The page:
Jane Cline, a former state insurance commissioner, now works for the HMO Association, which represents the managed care companies.
She said the three companies do use the Delmarva reviews to make changes. She said the state also uses them, even if DHHR officials didn't make that clear to the Legislature several weeks ago.
"The report is the actual tool that is used by (Medicaid) to monitor and improve MCO performance," Cline and fellow lobbyist Mary Jane Pickens said in a statement on behalf of the association.
The performance of the companies is under particular scrutiny now because the state is preparing to turn over the care of 57,000 elderly or disabled Medicaid patients to them, giving each company a larger portfolio than they have now.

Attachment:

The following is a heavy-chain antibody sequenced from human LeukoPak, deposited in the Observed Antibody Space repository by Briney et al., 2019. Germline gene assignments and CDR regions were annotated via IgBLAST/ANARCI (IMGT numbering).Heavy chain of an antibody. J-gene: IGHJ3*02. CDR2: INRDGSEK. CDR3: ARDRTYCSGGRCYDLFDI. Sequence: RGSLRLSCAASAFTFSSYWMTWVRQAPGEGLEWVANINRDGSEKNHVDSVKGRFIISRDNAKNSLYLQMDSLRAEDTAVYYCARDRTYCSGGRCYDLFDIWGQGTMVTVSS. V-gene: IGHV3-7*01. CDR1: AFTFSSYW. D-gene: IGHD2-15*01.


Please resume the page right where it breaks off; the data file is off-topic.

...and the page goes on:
The plan, which was delayed from late this year until next summer, is expected to help the state save money. Critics of managed care have questioned whether DHHR has carefully thought out the plan.
In its latest report, Delmarva gave the companies mixed reviews.
An analysis of the Delmarva report by West Virginians for Affordable Health Care found the companies were getting results below the national average in nine categories but were getting above-average results in a dozen categories.
Cline and Pickens said a careful review of the report shows the companies have been successful in encouraging preventative measures.
"They encourage visits and screenings, but patient compliance with the physician's treatment recommendations including lifestyle changes is more difficult," the pair said.